Artificial Sweeteners as a sugar substitute: Are they really safe?
In recent years, the inclination towards health and fitness has increased. Due to urbanization, sedentary lifestyle, excessive consumption of artificial sweeteners and sugar substitutes, especially saturated fats, the Indian population is leading to obesity. Since obesity is the primary factor behind Type 2 diabetes, India is expected to become the diabetic capital of the world by 2030. So today there is a growing health awareness for food products that support better health. There is an increasing demand for a greater variety of calorie food products. Sugar is an inseparable part of our food but consuming artificial sweeteners or sugar substitutes is not good for our health.
What are artificial sweeteners?
Sugar substitutes are chemical or plant-based substances used to sweeten or enhance foods and drinks. These are called “artificial sweeteners” or “sugar substitutes.” They can be used as a table top sweetener (for example, to sweeten a glass of iced tea) and/or as an ingredient in processed foods and drinks
Artificial sweeteners are a type of sugar substitutes which means any sweetener which is used instead of normal table sugar. These are synthetic substitutes but can also be made from some naturally occurring herbs. These artificial sweeteners are also called as non-nutritive sweeteners (NNS)/low-calorie sweeteners/intense sweeteners and provide intense sweetness and almost no or a few calories per gram and are used in beverages, food products, drugs, and even mouthwashes.
The Food and Drug Administration (FDA) has approved five artificial sugar substitutes: saccharin, acesulfame, aspartame, neotame, and sucralose. Stevia plant has also been approved by FDA which is a natural low-calorie sweetener.
- Weight control– Artificial sweeteners have nearly no calories, so these can be a good sugar alternative for weight loss if one is trying to lose weight or prevent weight gain.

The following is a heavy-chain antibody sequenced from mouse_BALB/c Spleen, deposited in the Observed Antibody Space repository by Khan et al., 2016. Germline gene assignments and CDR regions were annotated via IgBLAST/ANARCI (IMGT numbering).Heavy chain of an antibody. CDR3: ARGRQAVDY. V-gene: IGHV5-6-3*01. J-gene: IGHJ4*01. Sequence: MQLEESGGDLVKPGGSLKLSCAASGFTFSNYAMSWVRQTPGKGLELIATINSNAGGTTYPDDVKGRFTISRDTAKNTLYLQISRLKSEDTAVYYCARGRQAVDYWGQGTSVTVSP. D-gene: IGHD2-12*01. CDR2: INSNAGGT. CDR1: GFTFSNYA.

- Type 2 Diabetes– Since artificial sweeteners are not carbohydrates so unlike natural sweeteners these generally do not raise blood sugar levels.
- Dental care– Sugar substitutes are not fermented by the microflora of the dental plaque, thereby preventing the damage to the teeth.
Non therapeutic uses—
- As a sugar substitute– Studies conducted by sensory evaluation panels show that aspartame’s taste is very similar to the taste of sugar. So, it is used instead of white sugar in various foods.
- Enhances and extends flavours– Aspartame has the property to intensify and extend fruit flavours, such as cherry and orange, in foods and beverages. Aspartame makes chewing gum taste sweet and more flavourful.
- Avoiding processed foods– People can opt to substitute refined white sugar with less-processed sugars such as fruit juice or maple syrup.
- Cost-Many sugar substitutes are cheaper than white sugar.
The American Heart Association (AHA) and American Diabetes Association (ADA) have given a cautious nod to the use of artificial sweeteners to combat obesity, metabolic syndrome, Type 2 diabetes and cardiovascular diseases.
Are they effective and really safe?
Most of these NNSs are not metabolized in the body and are thus considered safe for consumption. But there are prevailing concerns over toxicity of “non-metabolized” compounds in preclinical models. Studies have shown that only extensive NNS use (>1680 mg/day) leads to an increased risk of bladder cancer in humans.
A follow-up study conducted in the UK showed that consuming 2 or more servings of NNS-containing diet soft drinks increased the risk of coronary heart disease and chronic kidney disease in comparison with consuming <1 serving per month.
Artificial NNS when consumed in daily acceptable allowance can help in limiting carbohydrate and energy intake and can work as a tool to manage weight and blood glucose level. The American Dietetic Association states that NNS should not be used in children <2 years of age and minimal or totally restricted during pregnancy and lactation, even though the FDA has declared the use as not unsafe.
What are some alternatives to artificial sweeteners?
Unlike other sugar substitutes, Stevia comes from a plant source. Similar to artificial sweeteners, it doesn’t add any extra calories. Research is always being done, but most experts agree that stevia is a healthier alternative when compared to artificial sweeteners; however, we need to be cautious.